Americans' purchases of plug-in hybrids and battery-electric vehicles are set to spike, Navigant says.
"Tonight, we're gonna party like it's 2020" doesn't quite have the same ring to it, but if Navigant Research is correct, electric-vehicle advocates will have reasons to be celebratory, whether Prince is playing or not. The research company formerly known as Pike is saying that lithium-ion battery costs may fall by almost two-thirds by the end of the decade, making EVs pretty price-competitive with comparable gas-powered cars and shortening any plug-in premium payoff period, according to Plug In
Every single plug-in vehicle sold today represents about 15 by the end of the decade. That's essentially the calculation that Navigant Research (formerly Pike Research) has made, using all the prediction tools at its disposal. In short, Navigant says global annual plug-in vehicles will reach 3 million units by 2020 and will account for about three percent of all light-duty vehicle sales at that time.
The cost for lithium-ion batteries used in electric-drive vehicles will fall by about a third between now and 2017 as battery-production technology improves, lithium supply increases and battery packs are sold in higher volumes, green-technology research firm Pike Research said in a report released this week.
Americans showing interest in buying an electric-drive vehicle has fallen about 17 percent during the past two years, as car buyers say the continued premium charged for electric vehicles and plug-in hybrid electric vehicles doesn't offset the effect of lower refueling costs, according to green-technology research firm Pike Research.
V2G – vehicle-to-grid technology – could be a hugely important step in the upcoming shift from a transportation industry dominated by petroleum to one dominated by things that are not petroleum. V2G is the technology behind the idea of a "cashback car," for example, but it's still a long way from being available. Sure, there are test programs in effect, but does your home have a smart meter today. Neither does ours.
DC quick-charge stations are robust units that promise to recharge plug-in vehicles from zero to 80-percent capacity in less than 30 minutes. While not required for EVs to work, these units make the concept of cross-country-capable electric vehicles believable and long distance electric-only journeys doable.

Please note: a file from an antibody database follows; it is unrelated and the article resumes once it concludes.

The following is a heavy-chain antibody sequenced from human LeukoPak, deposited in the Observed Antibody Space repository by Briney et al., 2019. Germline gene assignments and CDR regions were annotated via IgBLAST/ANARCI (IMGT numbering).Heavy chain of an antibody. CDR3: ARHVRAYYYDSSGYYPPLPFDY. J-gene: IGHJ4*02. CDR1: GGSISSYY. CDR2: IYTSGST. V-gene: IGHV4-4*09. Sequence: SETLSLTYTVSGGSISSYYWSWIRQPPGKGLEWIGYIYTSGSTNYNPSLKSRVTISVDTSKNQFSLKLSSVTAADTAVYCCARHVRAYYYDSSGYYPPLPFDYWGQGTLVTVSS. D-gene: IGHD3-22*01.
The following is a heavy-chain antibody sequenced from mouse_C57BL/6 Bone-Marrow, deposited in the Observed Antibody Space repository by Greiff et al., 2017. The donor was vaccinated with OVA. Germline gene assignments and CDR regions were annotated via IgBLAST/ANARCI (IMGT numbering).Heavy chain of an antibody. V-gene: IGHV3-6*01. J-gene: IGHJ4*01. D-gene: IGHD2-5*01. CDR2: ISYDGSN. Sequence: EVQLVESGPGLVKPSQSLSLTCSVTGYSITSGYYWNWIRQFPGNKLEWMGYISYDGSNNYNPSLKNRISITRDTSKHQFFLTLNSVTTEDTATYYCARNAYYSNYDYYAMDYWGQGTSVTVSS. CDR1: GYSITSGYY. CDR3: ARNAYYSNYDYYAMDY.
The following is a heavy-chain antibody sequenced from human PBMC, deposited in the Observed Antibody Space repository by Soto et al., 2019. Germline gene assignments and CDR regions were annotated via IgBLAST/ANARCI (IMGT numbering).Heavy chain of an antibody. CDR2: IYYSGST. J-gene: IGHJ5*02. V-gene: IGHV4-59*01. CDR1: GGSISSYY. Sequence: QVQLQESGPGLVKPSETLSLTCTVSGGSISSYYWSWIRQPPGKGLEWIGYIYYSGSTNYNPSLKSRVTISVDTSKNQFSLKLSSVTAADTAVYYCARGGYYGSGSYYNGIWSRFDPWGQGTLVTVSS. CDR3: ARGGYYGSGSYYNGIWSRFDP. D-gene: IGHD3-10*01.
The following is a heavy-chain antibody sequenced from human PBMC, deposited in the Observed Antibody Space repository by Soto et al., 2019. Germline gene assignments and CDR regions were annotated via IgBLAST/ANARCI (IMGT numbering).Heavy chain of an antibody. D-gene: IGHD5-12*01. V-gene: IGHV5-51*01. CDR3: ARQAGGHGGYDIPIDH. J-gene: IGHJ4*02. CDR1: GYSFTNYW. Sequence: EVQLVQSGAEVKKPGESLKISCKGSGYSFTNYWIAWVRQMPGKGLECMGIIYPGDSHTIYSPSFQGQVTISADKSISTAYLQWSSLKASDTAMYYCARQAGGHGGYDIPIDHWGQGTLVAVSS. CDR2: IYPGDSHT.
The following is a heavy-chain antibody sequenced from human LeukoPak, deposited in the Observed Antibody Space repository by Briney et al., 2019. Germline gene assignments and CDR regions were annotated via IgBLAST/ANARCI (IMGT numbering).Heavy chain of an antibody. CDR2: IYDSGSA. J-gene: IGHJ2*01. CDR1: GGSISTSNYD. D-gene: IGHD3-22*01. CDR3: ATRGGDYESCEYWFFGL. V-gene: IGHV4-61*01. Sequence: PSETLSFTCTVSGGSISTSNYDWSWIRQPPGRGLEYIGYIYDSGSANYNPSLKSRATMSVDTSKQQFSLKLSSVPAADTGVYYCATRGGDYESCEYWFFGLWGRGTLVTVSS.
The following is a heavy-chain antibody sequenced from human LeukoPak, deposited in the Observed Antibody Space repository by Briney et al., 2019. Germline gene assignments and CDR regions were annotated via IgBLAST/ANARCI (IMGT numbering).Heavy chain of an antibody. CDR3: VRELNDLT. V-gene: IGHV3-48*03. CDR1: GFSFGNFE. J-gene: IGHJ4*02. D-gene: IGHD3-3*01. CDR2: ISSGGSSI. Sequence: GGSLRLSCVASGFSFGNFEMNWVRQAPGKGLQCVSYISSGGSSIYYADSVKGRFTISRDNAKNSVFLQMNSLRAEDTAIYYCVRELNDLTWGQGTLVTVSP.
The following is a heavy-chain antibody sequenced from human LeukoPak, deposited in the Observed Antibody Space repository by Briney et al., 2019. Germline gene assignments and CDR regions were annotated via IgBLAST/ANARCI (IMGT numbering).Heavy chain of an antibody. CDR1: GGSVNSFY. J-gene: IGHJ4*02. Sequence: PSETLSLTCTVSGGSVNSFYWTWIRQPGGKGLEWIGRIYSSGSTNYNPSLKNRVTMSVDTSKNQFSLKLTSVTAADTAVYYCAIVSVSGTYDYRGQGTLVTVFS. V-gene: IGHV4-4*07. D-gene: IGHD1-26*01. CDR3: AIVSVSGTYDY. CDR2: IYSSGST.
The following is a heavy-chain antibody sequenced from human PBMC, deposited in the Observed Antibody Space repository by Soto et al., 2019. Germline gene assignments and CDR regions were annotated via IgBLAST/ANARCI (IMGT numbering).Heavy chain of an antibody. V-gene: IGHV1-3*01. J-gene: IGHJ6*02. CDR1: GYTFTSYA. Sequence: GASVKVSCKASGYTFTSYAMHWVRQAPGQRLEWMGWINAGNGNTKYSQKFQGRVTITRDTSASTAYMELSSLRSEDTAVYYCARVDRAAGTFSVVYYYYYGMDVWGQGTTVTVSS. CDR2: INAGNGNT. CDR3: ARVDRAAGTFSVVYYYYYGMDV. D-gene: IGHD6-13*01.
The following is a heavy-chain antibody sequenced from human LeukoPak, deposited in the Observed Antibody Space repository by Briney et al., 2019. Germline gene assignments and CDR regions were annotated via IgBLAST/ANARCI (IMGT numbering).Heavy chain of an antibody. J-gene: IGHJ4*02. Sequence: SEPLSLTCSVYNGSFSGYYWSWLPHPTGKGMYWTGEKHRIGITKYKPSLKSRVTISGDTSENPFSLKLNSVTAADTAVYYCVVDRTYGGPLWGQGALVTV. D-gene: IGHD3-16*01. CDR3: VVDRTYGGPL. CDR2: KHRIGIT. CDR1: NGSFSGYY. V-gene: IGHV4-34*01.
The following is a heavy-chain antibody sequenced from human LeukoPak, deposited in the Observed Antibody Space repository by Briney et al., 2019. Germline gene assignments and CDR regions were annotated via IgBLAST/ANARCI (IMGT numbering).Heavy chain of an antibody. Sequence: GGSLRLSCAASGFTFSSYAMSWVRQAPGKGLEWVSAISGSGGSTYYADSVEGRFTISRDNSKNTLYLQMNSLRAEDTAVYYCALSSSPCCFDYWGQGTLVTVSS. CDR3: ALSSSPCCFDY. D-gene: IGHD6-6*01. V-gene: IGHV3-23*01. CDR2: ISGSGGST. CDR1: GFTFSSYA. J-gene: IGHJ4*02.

Now that full specs for the production version of the 2012 Toyota Prius Plug-in have been officially revealed, Pike Research has sufficient data to compare its operating costs to those of the Chevrolet Volt. Looking at the research firm's chart, as simple as it is, shows us that drivers need to think of that point of intersection that happens at around 70 miles. Of course, Pike's chart illustrates only one scenario where gas costs $3.50 a gallon and electricity is 11 cents per kilowatt-hour. Any
Annual worldwide sales of natural gas vehicles will jump 68 percent to 3.2 million vehicles in 2016 from 1.9 million in 2010, according to Pike Research. The surge, says Pike, will be driven mainly by fleets looking to cut petroleum dependency and reduce operating costs.
As the global economy takes steps toward recovery, truck manufacturers are looking to technologies that can mitigate the rising cost of diesel fuel. Trucks that utilize electricity to meet this goal come in four flavors: hybrid electric, plug-in hybrid, pure battery electric, and plug-in electric power take-off to operate on-board equipment without using fuel.
Pike Research keeps on pouring out reports, including its latest one, titled "Electric Vehicle Charging Equipment." This report from Pike forecasts that by the end of 2017, more than 7.7 million charging stations will have been installed around the globe, including 1.5 million right here in the United States. And no, this figure does not include those practically useless 120-volt outlets placed near parking spots.